There's nothing more useless than unsolicited advice. I was going to preface that with When you're young, but it's really applicable to all ages. Unsolicited advice simply comes at a much greater frequency when you're young. As I age (like a slowly ripening then rotting apple; that is the metaphor I've chosen to age by), I understand this … Continue reading The Commencement of Commencement Advice Commences
This post started as a note in my journal: one of those things that starts crawling out from your head while you're in the shower, like a worm on the sidewalk in the rain. I meant to write it before the Oscars, because that makes it seem topical rather than tangential. But alas. Every year, Husband … Continue reading Why do I binge watch seven seasons of a tv show, but can’t force myself to watch a two-hour movie?
When The Grand Budapest Hotel opened last weekend, Husband and I missed it. It was only playing in one theatre and it sold out. (Get your shit together, Vancouver.) One week on, even with a wider release, we barely squeezed into the theatre. Casting glances around to our fellow movie-goers, I realized that the stereotype … Continue reading Random Train of Thought Departing from The Grand Budapest Hotel
Perhaps it is rather ironic that the AMC website uses cocktail recipes to market Mad Men, because, when viewed correctly, Mad Men is about the devastating effects of a life lived for alcohol. But it’s subtle, as addiction often is at first. I never noticed it as much on the first viewing. The sheer normalisation … Continue reading Mad Men is the Story of an Addict
As I remember fondly from working at a bookstore, every time a movie adaptation of a book comes out (especially one starring a quote - heartthrob - endquote) it creates a certain rush of readers: people who only pick up books with movie posters for a cover. No judgment. Really. Whatever gets you reading. I … Continue reading A Not-So-Polite Rant About The Great Gatsby
I began to like New York, the racy, adventurous feel of it at night and the satisfaction that the constant flicker of men and women and machines gives to the restless eye. I like to walk up Fifth Avenue and pick out romantic women from the crowd and imagine that in a few minutes I … Continue reading Some Dreamers of the Manhattan Dream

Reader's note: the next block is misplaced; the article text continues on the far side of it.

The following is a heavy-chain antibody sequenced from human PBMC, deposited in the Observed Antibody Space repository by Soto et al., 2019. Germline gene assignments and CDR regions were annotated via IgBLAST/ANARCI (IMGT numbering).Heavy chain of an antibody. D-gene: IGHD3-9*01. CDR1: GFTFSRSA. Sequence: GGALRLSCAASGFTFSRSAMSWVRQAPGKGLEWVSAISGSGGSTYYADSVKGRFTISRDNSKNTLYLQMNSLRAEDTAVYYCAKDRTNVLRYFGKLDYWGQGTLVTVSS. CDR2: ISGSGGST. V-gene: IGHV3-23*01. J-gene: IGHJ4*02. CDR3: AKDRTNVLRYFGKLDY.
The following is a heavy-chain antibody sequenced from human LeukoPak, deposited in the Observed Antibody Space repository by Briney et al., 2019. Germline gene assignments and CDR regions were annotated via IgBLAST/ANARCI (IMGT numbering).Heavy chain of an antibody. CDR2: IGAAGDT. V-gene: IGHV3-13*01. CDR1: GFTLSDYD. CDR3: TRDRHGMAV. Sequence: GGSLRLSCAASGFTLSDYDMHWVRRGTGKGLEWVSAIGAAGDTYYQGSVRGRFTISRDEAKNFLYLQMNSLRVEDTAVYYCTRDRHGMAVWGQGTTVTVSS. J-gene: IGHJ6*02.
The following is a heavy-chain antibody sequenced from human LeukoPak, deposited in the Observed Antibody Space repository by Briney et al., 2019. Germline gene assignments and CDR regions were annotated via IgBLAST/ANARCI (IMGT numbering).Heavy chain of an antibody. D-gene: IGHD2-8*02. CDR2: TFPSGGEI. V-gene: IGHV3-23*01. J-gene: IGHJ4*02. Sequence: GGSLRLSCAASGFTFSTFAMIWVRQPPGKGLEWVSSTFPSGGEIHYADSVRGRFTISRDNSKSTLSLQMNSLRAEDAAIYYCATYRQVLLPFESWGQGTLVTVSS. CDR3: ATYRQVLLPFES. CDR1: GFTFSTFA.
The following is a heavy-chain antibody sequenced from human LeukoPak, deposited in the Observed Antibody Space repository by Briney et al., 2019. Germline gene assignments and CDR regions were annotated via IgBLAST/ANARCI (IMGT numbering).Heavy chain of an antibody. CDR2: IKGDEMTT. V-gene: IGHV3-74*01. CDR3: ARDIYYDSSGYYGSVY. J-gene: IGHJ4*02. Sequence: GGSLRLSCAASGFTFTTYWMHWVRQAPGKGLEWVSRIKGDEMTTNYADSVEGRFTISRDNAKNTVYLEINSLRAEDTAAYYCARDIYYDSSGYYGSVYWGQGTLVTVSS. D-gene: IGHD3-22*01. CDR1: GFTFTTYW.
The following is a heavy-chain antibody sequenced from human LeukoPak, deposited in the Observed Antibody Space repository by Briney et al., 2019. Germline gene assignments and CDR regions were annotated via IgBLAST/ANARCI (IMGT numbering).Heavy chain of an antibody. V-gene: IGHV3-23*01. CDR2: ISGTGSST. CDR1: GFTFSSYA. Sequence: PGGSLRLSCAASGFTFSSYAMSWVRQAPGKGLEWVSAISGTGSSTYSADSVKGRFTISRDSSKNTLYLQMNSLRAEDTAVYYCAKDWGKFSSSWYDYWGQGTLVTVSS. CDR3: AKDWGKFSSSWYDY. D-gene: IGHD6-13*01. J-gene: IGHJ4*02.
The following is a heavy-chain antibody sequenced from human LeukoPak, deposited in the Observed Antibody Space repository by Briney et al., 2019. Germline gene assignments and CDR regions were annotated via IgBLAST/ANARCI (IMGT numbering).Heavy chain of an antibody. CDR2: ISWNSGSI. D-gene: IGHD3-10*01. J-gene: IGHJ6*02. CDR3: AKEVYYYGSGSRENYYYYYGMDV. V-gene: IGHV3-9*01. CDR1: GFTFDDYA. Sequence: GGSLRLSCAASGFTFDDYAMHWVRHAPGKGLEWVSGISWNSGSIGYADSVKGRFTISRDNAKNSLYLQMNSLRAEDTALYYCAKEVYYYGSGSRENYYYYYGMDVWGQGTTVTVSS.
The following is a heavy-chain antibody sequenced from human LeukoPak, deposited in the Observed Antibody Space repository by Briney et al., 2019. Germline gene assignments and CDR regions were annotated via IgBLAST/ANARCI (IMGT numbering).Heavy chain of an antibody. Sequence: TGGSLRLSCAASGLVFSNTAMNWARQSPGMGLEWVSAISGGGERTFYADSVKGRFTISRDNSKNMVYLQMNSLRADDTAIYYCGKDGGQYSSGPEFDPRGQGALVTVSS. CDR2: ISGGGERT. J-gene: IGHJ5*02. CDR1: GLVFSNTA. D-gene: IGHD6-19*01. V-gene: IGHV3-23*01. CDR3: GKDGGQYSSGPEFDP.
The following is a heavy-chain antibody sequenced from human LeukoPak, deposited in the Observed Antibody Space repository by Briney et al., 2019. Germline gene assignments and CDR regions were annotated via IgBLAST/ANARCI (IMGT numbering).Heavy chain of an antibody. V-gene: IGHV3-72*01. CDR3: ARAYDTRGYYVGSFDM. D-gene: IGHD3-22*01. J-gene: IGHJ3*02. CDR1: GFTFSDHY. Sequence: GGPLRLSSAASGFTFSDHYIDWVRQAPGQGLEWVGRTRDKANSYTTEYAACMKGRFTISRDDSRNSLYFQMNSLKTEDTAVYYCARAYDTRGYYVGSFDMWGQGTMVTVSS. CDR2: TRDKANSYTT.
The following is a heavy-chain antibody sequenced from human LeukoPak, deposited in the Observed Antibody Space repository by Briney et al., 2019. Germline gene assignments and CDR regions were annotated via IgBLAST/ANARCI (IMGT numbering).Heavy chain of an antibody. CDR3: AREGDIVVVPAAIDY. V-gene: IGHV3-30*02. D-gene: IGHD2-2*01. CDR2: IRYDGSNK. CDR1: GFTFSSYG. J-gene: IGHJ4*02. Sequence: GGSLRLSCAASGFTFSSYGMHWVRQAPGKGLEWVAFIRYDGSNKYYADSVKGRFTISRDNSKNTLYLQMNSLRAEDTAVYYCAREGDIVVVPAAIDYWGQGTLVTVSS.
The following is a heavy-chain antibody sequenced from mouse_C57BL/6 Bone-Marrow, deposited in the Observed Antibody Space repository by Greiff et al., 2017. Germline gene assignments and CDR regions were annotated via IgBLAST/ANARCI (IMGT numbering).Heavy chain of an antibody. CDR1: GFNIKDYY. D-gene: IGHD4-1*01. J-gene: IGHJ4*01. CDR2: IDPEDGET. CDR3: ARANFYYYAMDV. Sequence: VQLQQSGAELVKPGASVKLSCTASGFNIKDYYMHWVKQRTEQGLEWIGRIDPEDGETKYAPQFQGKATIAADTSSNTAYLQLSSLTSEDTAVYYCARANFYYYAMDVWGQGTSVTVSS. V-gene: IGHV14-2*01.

As other projects eroded away under the weight of my own disinterest, I've decided to cut my losses and not let a withered vine waste internet space. I've amalgamated Celluloid Heroes posts into this blog. And after a bit of bushwacking, I found my old Livejournal account from 2005. I've also brought some of those posts over. … Continue reading Forgotten Projects
This is the California where it is possible to live and die without ever eating an artichoke, without ever meeting a Catholic or a Jew. This is the California where it is easy to Dial-A-Devotion, but hard to buy a book. This is the country in which a belief in the literal interpretation of Genesis … Continue reading Some Dreamers of the Golden Dream
It's been how many years now since Arrested Development went off the air? Oh jeez, I've lost count. I do know it started about eight or nine years ago, and that's when I started watching. I've also lost track of how many people I've introduced it to, of course then needing to watch it along with them. This … Continue reading Is the Development Still Arrested After all These Years?
After all that... *ahem* waiting, my short film, Waiting, is finally up on the interwebs. https://youtu.be/wb6EXkUZX_c This was a short I did for Langara Film Arts program in April 2010. It screened at a few film festivals around the world, as well as in the (surely annoyed) faces of last year's Langara students as a … Continue reading Waiting (2010)